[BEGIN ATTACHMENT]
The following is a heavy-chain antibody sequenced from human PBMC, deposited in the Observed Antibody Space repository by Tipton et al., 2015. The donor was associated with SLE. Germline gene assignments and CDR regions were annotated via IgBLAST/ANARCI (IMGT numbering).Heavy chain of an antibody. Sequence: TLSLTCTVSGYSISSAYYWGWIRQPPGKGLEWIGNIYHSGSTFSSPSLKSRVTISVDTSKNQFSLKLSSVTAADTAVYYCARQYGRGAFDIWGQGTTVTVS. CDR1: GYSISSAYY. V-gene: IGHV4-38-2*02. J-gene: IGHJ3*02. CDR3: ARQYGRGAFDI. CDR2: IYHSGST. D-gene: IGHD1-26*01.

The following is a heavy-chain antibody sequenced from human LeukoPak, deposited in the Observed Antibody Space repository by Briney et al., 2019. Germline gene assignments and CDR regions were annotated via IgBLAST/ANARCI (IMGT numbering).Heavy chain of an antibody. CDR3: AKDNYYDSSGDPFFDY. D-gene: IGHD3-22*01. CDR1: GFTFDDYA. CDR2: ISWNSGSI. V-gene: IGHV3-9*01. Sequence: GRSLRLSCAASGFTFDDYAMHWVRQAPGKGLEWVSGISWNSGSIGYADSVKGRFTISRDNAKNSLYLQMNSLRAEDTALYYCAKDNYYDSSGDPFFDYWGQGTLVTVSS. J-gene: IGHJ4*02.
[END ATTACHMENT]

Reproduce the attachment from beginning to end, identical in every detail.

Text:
The following is a heavy-chain antibody sequenced from human PBMC, deposited in the Observed Antibody Space repository by Tipton et al., 2015. The donor was associated with SLE. Germline gene assignments and CDR regions were annotated via IgBLAST/ANARCI (IMGT numbering).Heavy chain of an antibody. Sequence: TLSLTCTVSGYSISSAYYWGWIRQPPGKGLEWIGNIYHSGSTFSSPSLKSRVTISVDTSKNQFSLKLSSVTAADTAVYYCARQYGRGAFDIWGQGTTVTVS. CDR1: GYSISSAYY. V-gene: IGHV4-38-2*02. J-gene: IGHJ3*02. CDR3: ARQYGRGAFDI. CDR2: IYHSGST. D-gene: IGHD1-26*01.

The following is a heavy-chain antibody sequenced from human LeukoPak, deposited in the Observed Antibody Space repository by Briney et al., 2019. Germline gene assignments and CDR regions were annotated via IgBLAST/ANARCI (IMGT numbering).Heavy chain of an antibody. CDR3: AKDNYYDSSGDPFFDY. D-gene: IGHD3-22*01. CDR1: GFTFDDYA. CDR2: ISWNSGSI. V-gene: IGHV3-9*01. Sequence: GRSLRLSCAASGFTFDDYAMHWVRQAPGKGLEWVSGISWNSGSIGYADSVKGRFTISRDNAKNSLYLQMNSLRAEDTALYYCAKDNYYDSSGDPFFDYWGQGTLVTVSS. J-gene: IGHJ4*02.